John L. Helgerson

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John L. Helgerson
Chair of the National Intelligence Council
In office
August 3, 2001 – April 26, 2002
President George W. Bush
Preceded by John C. Gannon
Succeeded by Robert Hutchings
Personal details
Education St. Olaf College (BA)
Duke University (MA, PhD)

John L. Helgerson was a career CIA officer, and served as CIA Inspector General from 2002 until his retirement in 2009. He was responsible for a critical report, investigating CIA interrogations of terror suspects, delivered in 2005 and released in 2009 by the Obama administration.


Helgerson graduated from Saint Olaf College. His Masters and PhD are from Duke University in Political Science. Helgerson was a research associate at the University of Zambia and a Professor at the University of Cincinnati, before joining the CIA.

CIA career[edit]

Helgerson joined the CIA in 1971. He began as an "intelligence analyst and later headed units responsible for coverage of Russia, Europe, Africa, and Latin America. He held senior management posts like serving four years as the Agency’s Deputy Director for Intelligence. He served as CIA’s Director of Congressional Affairs and as Deputy Inspector General. His tenure was on the research-analytical side, rather than the operational side; From 2000-2001 he was Deputy Director of the National Imagery and Mapping Agency (NIMA). In August 2001 Director of the CIA George Tenet named him the Chairman of the National Intelligence Council (NIC) [1]

CIA Inspector General[edit]

In February 2002 President George W. Bush nominated Helgerson to be CIA Inspector General[2]

As soon as he was in office Helgerson started an investigation into the then new program of CIA interrogations,following 9/11/2001. He said he acted in response to concerns by agency employees who were uneasy "about various aspects of this program", who "had the feeling that what the agency was doing was fundamentally inconsistent with past US government policy and American values" and because "a critical legal opinion was missing".[3] A 12-man team worked for over a year, interviewed more than 100 persons, visited all black sites, watched every minute of any existing videotape and reviewed more than 38,000 documents.[3] Helgerson said, "the review was difficult because of the disorganization of the whole interrogation program. So much was being improvised in those early years in so many locations. There were no guidelines, no oversight, no training."[3] It took 6 months to write the report until the end of 2003. This was followed by redaction and publication in May 2004. It was reviewed at the White House, at the Department of Justice and within the CIA. Helgerson personally briefed it to senior members of Congress and the vice president. When asked if he thought the methods were effective he said:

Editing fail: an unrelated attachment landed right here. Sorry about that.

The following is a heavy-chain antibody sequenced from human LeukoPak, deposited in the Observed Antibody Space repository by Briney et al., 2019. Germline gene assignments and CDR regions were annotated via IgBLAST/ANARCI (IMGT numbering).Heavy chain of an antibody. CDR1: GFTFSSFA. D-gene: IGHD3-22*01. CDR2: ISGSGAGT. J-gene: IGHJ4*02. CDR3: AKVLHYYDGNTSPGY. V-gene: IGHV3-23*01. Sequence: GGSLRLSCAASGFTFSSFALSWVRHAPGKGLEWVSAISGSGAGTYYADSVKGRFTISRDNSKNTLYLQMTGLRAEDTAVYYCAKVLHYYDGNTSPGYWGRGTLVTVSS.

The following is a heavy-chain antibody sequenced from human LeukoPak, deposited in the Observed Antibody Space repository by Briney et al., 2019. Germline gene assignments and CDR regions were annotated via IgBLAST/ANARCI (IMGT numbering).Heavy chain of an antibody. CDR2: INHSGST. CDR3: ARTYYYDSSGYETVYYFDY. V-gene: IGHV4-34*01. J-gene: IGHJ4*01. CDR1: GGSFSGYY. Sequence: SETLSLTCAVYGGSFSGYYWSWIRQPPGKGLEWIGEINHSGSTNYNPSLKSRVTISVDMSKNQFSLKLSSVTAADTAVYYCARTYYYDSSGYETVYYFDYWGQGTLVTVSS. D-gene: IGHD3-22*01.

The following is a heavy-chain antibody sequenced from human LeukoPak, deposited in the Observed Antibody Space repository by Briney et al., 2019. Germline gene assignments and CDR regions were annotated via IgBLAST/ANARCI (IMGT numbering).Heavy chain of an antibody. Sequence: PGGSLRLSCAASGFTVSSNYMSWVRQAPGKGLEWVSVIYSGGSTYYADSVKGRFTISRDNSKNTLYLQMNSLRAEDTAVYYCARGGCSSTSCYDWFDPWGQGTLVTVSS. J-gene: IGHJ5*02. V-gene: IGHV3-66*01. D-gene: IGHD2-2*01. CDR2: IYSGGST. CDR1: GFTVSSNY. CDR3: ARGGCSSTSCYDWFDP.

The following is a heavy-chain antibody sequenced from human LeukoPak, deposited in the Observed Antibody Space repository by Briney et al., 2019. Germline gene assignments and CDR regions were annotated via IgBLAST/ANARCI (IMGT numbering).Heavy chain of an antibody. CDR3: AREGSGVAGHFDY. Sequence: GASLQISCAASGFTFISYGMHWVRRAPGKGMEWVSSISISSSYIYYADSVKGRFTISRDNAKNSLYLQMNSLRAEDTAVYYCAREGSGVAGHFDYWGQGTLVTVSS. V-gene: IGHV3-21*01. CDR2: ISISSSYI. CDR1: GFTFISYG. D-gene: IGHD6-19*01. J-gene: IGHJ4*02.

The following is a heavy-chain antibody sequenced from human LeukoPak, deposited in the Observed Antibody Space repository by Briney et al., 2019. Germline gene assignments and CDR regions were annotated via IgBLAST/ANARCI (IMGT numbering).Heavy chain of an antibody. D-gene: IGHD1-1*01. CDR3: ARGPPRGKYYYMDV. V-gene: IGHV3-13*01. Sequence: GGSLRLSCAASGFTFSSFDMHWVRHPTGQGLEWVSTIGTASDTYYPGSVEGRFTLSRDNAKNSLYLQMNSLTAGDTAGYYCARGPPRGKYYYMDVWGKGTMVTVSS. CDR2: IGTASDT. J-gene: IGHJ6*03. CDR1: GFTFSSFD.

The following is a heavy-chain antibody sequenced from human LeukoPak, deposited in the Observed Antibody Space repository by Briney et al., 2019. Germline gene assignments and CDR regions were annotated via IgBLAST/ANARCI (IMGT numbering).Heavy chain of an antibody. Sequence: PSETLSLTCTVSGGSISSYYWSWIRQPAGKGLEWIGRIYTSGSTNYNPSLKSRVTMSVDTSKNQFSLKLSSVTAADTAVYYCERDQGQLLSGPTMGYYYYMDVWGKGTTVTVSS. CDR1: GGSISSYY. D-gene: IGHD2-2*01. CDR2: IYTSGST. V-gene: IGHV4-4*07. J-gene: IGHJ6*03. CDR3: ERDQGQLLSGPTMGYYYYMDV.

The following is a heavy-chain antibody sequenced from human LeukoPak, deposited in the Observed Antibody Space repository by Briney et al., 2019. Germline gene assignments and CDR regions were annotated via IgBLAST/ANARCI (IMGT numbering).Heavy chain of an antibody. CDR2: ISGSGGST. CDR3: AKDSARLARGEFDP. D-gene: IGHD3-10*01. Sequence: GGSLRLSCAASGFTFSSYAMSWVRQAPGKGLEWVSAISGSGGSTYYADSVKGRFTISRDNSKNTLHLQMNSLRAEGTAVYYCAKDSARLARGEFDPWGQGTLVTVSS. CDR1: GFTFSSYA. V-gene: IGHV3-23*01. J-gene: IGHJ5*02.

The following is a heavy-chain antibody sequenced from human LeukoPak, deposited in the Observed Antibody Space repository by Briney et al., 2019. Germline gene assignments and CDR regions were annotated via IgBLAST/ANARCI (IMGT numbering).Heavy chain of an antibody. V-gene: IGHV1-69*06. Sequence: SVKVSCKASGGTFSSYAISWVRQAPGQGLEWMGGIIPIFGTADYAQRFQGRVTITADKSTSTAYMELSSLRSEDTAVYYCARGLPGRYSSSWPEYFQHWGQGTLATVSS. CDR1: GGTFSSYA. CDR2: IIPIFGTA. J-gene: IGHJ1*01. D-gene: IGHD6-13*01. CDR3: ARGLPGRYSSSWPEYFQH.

I can say that up to this day I do not know whether the particular interrogation techniques used were effective and necessary, or whether such information could be acquired using more traditional methods.

In September 2005, Helgerson's critical review of George Tenet's tenure that recommended "punitive sanctions" was delivered to the United States Congress.[4][5]

After the Obama administration began an investigation of the CIA procedures, Helgerson predicted that Eric Holder "will find it is not feasible to prosecute anyone who participated in the approved program".[3]

In December 2005, press reports quoting unnamed CIA sources stated that Helgerson was investigating "erroneous extraordinary renditions" - that is the extrajudicial kidnapping, for the purpose of extreme interrogation, of suspected enemies, like Maher Arar and Khalid El-Masri, who turned out to be completely innocent.[6][7][8]

In October 2007, CIA director Michael Hayden launched an inquiry into Helgerson's conduct as Inspector General of the CIA.[9]

In 2009, the report on CIA interrogations was ordered released by a US judge. The report described, and strongly criticized the use of harsh interrogation techniques against detainees.[10]

Helgerson retired in 2009.[11]


See also[edit]


  1. ^ "Tenet Names Chairman of the National Intelligence Council; Other Senior Intelligence Posts Announced". CIA. 2001-08-03. Retrieved 2007-10-14. 
  2. ^ Tenet, George (2002-02-28). "Statement By Director of Central Intelligence George J. Tenet on the Nomination of John L. Helgerson as CIA Inspector General". CIA. Retrieved 2007-10-14. 
  3. ^ a b c d Britta Sandberg (31 August 2009). "Ex-CIA Inspector General on Interrogation Report: 'The Agency Went over Bounds and Outside the Rules'". Der Spiegel. Spiegelgruppe. Retrieved 10 December 2014. 
  4. ^ Fickling, David (2005-08-26). "Tenet could face 9/11 reprimand". The Guardian. Retrieved 2007-10-10. 
  5. ^ "CIA panel: 9/11 failure warrants action". China Daily. 2005-08-26. Retrieved 2007-10-10. 
  6. ^ Dana Priest (December 4, 2005). "Wrongful Imprisonment: Anatomy of a CIA Mistake: German Citizen Released After Months in 'Rendition'". Washington Post. p. A01. Retrieved 2007-10-14. 
  7. ^ "CIA probes renditions of terror suspects". China Daily. December 20, 2005. Retrieved 2007-10-14. 
  8. ^ Brendan Coyne (December 28, 2005). "CIA Self-investigation Only Known Renditions Inquiry". The NewStandard. Retrieved 2007-04-27. 
  9. ^ Mark Mazzetti, Scott Shane (October 12, 2007). "C.I.A. Internal Inquiry Troubling, Lawmakers Say". New York Times. Retrieved 2007-10-14. 
  10. ^ Tom Reid (August 26, 2009). "Ex-CIA official John Helgerson says agents lost control after torture go-ahead". The Times. Retrieved 2010-12-03. 
  11. ^ Panetta, Leon (2009-02-18). "Message from the Director: Inspector General's Retirement". Retrieved 2009-08-25. [dead link]
Government offices
Preceded by
John C. Gannon
Chair of the National Intelligence Council
Succeeded by
Robert Hutchings